Pet Allergies

Pet Allergies

Written by Melissa Magnuson, DVM

Greenland Veterinary Hospital

Proud Supporter of Project Pawsitive

QUESTION: I think my pet has allergies, is there anything I can do to help him/her?

Understanding allergies and managing clinical signs of allergies can be very difficult and frustrating for a pet owner. Ear infections, scratching at armpits, inguinal area, belly and paws, and runny eyes are some of symptoms of allergies. Sometimes allergies also cause diarrhea and vomiting. The three biggest clinical signs of allergies are itching (so much that it keeps the owner up at night), shaking the head, and incessant licking at the body and paws. These steps will help minimize these clinical signs.

 

 Step 1: Decrease the allergen load

Diet: Decrease the allergen load from the food.

Choose a food that supports your pet’s natural dietary needs which is mostly proteins and fat, and only some carbohydrates.  Most pet foods have too much grain, making carbohydrate the highest percentage. This can make pets overweight very quickly, as well as trigger allergies.  Also chose diets without MEALS in them. Chicken meal, bone meal, and corn meal are all processed and artificially preserved forms of food that make the body work harder and can also trigger allergies. The four biggest food allergens are CORN, WHEAT, BEEF and CHICKEN; please avoid these ingredients. Feel free to add raw vegetables and cooked proteins like turkey, pork or fish. These help add natural vitamins and minerals to the diet.

Never feed onions, grapes or raisins.  Best choices of vegetables are green/leafy vegetables or yellow/orange vegetables.  Examples are spinach, green beans, carrots and squash. Also add a probiotic to the diet when feeding. The intestinal tract is an extension of the skin. By adding probiotics you add “good bacteria” to the gut and make it more healthy. The skin and the intestinal tract are the biggest immune organs in the body. The more we support them, the better they work.

Bathing: Decrease the allergen load on the skin.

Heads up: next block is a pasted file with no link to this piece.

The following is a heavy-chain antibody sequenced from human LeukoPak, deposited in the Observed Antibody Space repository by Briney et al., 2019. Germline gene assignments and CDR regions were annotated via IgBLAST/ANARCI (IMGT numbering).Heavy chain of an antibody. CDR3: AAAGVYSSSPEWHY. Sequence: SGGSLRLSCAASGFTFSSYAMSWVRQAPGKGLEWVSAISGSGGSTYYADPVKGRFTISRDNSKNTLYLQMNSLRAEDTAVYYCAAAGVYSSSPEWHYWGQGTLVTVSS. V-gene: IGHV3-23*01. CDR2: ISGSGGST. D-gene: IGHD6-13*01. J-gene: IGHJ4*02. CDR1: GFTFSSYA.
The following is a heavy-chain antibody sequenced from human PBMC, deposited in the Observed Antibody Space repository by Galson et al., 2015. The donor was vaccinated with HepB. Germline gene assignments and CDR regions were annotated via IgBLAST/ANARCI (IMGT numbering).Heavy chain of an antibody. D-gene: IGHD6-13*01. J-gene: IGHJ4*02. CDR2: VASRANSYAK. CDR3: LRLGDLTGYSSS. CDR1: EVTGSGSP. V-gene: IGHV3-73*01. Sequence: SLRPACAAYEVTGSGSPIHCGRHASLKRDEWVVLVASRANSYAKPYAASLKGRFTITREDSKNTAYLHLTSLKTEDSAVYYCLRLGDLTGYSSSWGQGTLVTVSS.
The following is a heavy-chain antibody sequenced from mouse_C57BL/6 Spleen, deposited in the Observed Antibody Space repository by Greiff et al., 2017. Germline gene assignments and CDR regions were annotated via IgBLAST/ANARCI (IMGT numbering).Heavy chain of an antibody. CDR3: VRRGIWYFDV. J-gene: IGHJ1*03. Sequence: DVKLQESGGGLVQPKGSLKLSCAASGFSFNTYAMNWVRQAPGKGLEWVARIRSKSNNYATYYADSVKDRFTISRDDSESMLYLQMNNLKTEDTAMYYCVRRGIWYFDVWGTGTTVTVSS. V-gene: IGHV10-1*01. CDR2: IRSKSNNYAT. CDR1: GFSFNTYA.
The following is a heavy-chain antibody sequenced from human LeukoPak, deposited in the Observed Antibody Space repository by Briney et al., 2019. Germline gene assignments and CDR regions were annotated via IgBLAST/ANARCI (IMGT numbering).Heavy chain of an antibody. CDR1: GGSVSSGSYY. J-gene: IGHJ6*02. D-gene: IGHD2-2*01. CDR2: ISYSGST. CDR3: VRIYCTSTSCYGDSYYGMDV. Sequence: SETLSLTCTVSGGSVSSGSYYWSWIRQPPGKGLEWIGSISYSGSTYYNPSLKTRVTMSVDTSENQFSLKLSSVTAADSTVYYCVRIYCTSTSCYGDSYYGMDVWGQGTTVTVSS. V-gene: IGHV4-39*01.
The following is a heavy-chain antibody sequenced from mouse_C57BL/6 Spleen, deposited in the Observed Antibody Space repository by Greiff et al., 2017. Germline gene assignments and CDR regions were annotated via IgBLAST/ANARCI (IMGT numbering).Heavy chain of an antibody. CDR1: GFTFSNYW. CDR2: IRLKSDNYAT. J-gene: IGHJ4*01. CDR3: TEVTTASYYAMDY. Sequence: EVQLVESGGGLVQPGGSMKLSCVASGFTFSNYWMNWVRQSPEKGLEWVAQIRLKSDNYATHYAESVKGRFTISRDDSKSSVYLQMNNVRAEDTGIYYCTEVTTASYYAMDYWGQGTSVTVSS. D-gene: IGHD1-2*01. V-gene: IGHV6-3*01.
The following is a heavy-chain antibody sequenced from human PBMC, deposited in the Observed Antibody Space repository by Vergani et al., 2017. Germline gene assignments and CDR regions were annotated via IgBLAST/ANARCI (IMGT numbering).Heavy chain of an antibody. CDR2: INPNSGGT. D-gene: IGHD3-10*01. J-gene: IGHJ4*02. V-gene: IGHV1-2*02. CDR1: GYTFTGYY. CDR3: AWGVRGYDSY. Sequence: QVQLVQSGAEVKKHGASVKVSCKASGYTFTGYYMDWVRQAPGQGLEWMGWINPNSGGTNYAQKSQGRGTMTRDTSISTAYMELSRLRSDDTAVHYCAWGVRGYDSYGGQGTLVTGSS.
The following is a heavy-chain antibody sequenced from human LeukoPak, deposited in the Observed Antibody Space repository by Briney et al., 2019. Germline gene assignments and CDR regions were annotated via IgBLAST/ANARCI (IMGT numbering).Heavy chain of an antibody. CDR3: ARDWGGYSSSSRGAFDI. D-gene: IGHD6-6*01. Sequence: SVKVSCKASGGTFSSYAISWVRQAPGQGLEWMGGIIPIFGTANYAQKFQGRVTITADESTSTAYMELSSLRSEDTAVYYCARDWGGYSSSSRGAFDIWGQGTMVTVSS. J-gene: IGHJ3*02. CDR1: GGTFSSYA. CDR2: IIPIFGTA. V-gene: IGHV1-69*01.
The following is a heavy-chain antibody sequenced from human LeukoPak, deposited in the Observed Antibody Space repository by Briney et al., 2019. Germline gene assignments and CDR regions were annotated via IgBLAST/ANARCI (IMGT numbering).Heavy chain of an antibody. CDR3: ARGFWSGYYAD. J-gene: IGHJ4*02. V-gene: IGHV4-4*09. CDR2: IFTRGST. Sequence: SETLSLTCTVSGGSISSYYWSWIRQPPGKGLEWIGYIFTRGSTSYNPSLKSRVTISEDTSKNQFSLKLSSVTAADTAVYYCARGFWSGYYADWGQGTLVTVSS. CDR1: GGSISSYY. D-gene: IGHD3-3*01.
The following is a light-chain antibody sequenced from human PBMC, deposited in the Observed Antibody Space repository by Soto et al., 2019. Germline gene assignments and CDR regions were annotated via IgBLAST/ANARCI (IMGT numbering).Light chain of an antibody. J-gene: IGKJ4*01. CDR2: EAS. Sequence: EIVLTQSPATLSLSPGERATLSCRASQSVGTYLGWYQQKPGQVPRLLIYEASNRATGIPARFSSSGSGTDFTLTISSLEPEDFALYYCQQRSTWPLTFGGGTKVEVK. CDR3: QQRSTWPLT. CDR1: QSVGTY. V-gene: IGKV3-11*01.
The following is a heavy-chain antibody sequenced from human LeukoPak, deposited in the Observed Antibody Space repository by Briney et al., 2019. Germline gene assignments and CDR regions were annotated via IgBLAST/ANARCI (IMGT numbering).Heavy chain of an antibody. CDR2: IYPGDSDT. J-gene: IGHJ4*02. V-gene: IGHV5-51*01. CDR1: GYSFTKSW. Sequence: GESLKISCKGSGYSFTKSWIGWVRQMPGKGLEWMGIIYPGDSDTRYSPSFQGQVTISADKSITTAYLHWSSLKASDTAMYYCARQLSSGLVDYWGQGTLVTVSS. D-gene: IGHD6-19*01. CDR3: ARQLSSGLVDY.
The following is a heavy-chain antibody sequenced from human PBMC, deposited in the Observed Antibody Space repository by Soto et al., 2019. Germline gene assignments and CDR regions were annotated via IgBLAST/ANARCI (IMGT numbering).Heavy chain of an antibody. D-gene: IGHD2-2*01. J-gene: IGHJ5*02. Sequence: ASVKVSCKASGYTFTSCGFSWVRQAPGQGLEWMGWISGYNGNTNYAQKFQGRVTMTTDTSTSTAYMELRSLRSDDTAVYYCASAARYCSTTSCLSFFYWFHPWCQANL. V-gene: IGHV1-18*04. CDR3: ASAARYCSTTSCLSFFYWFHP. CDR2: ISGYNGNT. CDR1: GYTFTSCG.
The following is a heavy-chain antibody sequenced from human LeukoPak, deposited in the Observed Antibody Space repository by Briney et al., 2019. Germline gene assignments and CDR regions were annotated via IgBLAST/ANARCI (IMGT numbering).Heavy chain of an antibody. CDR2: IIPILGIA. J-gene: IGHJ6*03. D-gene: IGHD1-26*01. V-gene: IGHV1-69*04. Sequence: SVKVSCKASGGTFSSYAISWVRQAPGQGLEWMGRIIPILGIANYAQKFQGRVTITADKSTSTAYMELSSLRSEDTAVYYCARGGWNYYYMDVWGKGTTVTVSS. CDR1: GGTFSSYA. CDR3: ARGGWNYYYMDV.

Bathe once a week. Castille soap or a medicated shampoo is recommended. A veterinarian will make the recommendation depending on the skin issues. Castille soap is very mild 

and can be used weekly. Make sure you rinse all shampoos very well.

Wipe down with a damp cloth daily. This also decreases the allergen load on the skin and can significantly reduce pollen loads on the skin.

 

Step 2: Boost the immune system

Vitamin E and fish oil both help boost the immune system as does a whole food vitamin and mineral supplement. Please check with your veterinarian for recommended dosages for your pet.

 

STEP 3: MANAGE THE CLINICAL SIGNS

Manage the clinical signs with antihistamines, steroids and antibiotics if necessary. Your veterinarian can let you know what works best for your pet. Never give antihistamines over the counter to your pet. Some contain harmful medicine that can make your pet sick. Some are safe but it is best to check with your veterinarian to make sure the one you chose is appropriate.

 

ABOUT MELISSA MAGNUSON, DVM

Dr. Melissa Magnuson is a native of southern Minnesota where she grew up on a small pig and cattle farm. Ever since she can remember, she wanted to be a veterinarian and fulfill her life-long passion of helping animals.

With a degree in Biology and Philosophy from Hamline University in St. Paul, MN, she went on to work on a Masters Degree at Southern Mississippi University. From there, she completed her Doctorate in Veterinary Medicine at the University of Minnesota in 1998. Her internship in small animal medicine, surgery and emergency medicine brought her to the east coast.

Melissa has a special interest in surgery, emergency medicine and avian and exotic animal care. Melissa is married to her best friend Andy, and they have 3 beautiful daughters. Her pets include 4 dogs, 3 cats, 2 birds, one hamster and a chameleon named “Steve”. In her spare time she enjoys being with her family outdoors, biking, hiking, swimming, and reading. Dr. Magnuson never feels like she is at work because she absolutely LOVES veterinary medicine. She feels very lucky to have found her passion.